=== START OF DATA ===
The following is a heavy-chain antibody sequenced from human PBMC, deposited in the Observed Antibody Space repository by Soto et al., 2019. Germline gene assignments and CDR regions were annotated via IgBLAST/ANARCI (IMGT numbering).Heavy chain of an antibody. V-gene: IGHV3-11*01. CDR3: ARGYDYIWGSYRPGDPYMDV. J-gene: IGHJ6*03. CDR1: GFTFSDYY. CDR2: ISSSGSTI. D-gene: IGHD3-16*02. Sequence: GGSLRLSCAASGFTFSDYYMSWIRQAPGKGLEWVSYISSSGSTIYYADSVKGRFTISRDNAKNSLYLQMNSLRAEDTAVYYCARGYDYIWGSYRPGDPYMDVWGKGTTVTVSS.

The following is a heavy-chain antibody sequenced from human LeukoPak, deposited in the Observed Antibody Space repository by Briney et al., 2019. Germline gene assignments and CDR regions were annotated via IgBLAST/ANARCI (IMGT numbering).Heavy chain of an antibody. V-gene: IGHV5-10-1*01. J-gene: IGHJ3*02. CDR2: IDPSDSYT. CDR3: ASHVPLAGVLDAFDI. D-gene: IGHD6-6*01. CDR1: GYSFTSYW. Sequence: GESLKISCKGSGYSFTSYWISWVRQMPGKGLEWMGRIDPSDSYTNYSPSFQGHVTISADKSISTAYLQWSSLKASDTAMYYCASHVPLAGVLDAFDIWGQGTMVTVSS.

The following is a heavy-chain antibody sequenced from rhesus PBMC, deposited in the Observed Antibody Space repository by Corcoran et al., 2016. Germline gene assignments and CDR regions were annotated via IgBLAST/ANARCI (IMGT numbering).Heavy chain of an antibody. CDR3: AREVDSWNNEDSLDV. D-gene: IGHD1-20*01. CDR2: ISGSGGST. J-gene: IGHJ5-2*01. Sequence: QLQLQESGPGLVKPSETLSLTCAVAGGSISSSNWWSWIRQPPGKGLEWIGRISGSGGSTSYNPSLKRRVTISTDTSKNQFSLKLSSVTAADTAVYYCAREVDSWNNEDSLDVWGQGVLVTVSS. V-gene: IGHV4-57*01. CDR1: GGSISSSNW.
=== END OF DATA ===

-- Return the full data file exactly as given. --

The following is a heavy-chain antibody sequenced from human PBMC, deposited in the Observed Antibody Space repository by Soto et al., 2019. Germline gene assignments and CDR regions were annotated via IgBLAST/ANARCI (IMGT numbering).Heavy chain of an antibody. V-gene: IGHV3-11*01. CDR3: ARGYDYIWGSYRPGDPYMDV. J-gene: IGHJ6*03. CDR1: GFTFSDYY. CDR2: ISSSGSTI. D-gene: IGHD3-16*02. Sequence: GGSLRLSCAASGFTFSDYYMSWIRQAPGKGLEWVSYISSSGSTIYYADSVKGRFTISRDNAKNSLYLQMNSLRAEDTAVYYCARGYDYIWGSYRPGDPYMDVWGKGTTVTVSS.

The following is a heavy-chain antibody sequenced from human LeukoPak, deposited in the Observed Antibody Space repository by Briney et al., 2019. Germline gene assignments and CDR regions were annotated via IgBLAST/ANARCI (IMGT numbering).Heavy chain of an antibody. V-gene: IGHV5-10-1*01. J-gene: IGHJ3*02. CDR2: IDPSDSYT. CDR3: ASHVPLAGVLDAFDI. D-gene: IGHD6-6*01. CDR1: GYSFTSYW. Sequence: GESLKISCKGSGYSFTSYWISWVRQMPGKGLEWMGRIDPSDSYTNYSPSFQGHVTISADKSISTAYLQWSSLKASDTAMYYCASHVPLAGVLDAFDIWGQGTMVTVSS.

The following is a heavy-chain antibody sequenced from rhesus PBMC, deposited in the Observed Antibody Space repository by Corcoran et al., 2016. Germline gene assignments and CDR regions were annotated via IgBLAST/ANARCI (IMGT numbering).Heavy chain of an antibody. CDR3: AREVDSWNNEDSLDV. D-gene: IGHD1-20*01. CDR2: ISGSGGST. J-gene: IGHJ5-2*01. Sequence: QLQLQESGPGLVKPSETLSLTCAVAGGSISSSNWWSWIRQPPGKGLEWIGRISGSGGSTSYNPSLKRRVTISTDTSKNQFSLKLSSVTAADTAVYYCAREVDSWNNEDSLDVWGQGVLVTVSS. V-gene: IGHV4-57*01. CDR1: GGSISSSNW.